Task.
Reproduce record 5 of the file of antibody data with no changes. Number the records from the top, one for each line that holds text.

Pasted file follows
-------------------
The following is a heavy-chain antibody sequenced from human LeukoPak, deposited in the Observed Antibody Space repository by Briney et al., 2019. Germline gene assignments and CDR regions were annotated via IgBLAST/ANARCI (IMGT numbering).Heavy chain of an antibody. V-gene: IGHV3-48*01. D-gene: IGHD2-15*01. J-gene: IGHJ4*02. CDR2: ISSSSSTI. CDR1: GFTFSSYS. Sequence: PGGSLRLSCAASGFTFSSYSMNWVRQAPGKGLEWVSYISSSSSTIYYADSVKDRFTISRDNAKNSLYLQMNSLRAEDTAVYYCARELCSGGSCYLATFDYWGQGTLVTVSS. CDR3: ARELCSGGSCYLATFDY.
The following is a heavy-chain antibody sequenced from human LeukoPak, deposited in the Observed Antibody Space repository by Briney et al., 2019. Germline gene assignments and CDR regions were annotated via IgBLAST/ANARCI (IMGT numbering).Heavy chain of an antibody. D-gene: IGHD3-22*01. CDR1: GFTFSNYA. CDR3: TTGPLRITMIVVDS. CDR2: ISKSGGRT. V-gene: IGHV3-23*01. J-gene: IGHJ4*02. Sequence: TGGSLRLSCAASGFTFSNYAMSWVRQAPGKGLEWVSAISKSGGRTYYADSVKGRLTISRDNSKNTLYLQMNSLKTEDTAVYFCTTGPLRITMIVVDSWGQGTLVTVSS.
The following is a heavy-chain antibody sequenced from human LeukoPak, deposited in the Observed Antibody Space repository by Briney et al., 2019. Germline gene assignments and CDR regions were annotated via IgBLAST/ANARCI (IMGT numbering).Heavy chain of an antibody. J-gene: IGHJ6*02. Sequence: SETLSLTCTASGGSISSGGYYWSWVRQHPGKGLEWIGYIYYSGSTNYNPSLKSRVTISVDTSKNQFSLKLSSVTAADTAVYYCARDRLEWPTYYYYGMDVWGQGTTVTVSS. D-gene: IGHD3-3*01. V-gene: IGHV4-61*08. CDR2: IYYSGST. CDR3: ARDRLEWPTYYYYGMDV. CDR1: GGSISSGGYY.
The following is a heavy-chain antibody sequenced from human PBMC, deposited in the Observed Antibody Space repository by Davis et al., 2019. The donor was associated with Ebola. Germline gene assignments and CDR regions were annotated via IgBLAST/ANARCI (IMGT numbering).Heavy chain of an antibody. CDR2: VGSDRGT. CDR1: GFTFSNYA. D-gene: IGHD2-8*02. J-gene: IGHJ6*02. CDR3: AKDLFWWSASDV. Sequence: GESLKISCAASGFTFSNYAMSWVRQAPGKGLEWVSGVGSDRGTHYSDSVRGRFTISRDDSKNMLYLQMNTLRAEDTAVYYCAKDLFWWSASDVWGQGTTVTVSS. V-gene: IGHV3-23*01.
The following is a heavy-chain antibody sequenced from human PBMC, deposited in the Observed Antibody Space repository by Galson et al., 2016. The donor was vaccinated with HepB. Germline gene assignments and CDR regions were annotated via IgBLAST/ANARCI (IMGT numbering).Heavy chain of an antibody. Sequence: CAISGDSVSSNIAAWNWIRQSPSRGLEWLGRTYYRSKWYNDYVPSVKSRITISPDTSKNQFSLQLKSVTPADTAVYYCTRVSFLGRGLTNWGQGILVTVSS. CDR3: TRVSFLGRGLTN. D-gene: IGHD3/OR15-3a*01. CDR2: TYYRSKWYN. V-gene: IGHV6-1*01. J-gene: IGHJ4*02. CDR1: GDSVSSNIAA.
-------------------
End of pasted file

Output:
The following is a heavy-chain antibody sequenced from human PBMC, deposited in the Observed Antibody Space repository by Galson et al., 2016. The donor was vaccinated with HepB. Germline gene assignments and CDR regions were annotated via IgBLAST/ANARCI (IMGT numbering).Heavy chain of an antibody. Sequence: CAISGDSVSSNIAAWNWIRQSPSRGLEWLGRTYYRSKWYNDYVPSVKSRITISPDTSKNQFSLQLKSVTPADTAVYYCTRVSFLGRGLTNWGQGILVTVSS. CDR3: TRVSFLGRGLTN. D-gene: IGHD3/OR15-3a*01. CDR2: TYYRSKWYN. V-gene: IGHV6-1*01. J-gene: IGHJ4*02. CDR1: GDSVSSNIAA.